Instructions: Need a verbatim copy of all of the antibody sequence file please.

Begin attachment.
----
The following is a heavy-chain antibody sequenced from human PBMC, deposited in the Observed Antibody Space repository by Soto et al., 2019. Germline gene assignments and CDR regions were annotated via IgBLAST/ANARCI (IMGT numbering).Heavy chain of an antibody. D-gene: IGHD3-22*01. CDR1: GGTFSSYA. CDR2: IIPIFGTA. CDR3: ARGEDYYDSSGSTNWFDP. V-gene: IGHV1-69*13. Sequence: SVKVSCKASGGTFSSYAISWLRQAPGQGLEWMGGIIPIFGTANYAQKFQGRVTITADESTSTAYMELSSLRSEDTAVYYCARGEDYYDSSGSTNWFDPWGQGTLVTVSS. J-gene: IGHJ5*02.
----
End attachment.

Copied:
The following is a heavy-chain antibody sequenced from human PBMC, deposited in the Observed Antibody Space repository by Soto et al., 2019. Germline gene assignments and CDR regions were annotated via IgBLAST/ANARCI (IMGT numbering).Heavy chain of an antibody. D-gene: IGHD3-22*01. CDR1: GGTFSSYA. CDR2: IIPIFGTA. CDR3: ARGEDYYDSSGSTNWFDP. V-gene: IGHV1-69*13. Sequence: SVKVSCKASGGTFSSYAISWLRQAPGQGLEWMGGIIPIFGTANYAQKFQGRVTITADESTSTAYMELSSLRSEDTAVYYCARGEDYYDSSGSTNWFDPWGQGTLVTVSS. J-gene: IGHJ5*02.